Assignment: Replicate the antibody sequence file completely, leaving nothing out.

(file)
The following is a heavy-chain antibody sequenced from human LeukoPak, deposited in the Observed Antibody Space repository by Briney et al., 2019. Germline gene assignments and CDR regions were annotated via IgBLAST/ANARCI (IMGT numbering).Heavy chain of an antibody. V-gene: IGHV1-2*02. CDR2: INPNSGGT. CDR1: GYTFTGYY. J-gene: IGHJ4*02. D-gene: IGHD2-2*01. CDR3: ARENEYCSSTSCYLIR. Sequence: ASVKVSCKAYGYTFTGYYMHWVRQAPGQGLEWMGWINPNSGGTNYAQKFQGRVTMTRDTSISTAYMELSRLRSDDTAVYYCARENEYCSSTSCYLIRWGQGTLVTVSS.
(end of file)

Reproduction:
The following is a heavy-chain antibody sequenced from human LeukoPak, deposited in the Observed Antibody Space repository by Briney et al., 2019. Germline gene assignments and CDR regions were annotated via IgBLAST/ANARCI (IMGT numbering).Heavy chain of an antibody. V-gene: IGHV1-2*02. CDR2: INPNSGGT. CDR1: GYTFTGYY. J-gene: IGHJ4*02. D-gene: IGHD2-2*01. CDR3: ARENEYCSSTSCYLIR. Sequence: ASVKVSCKAYGYTFTGYYMHWVRQAPGQGLEWMGWINPNSGGTNYAQKFQGRVTMTRDTSISTAYMELSRLRSDDTAVYYCARENEYCSSTSCYLIRWGQGTLVTVSS.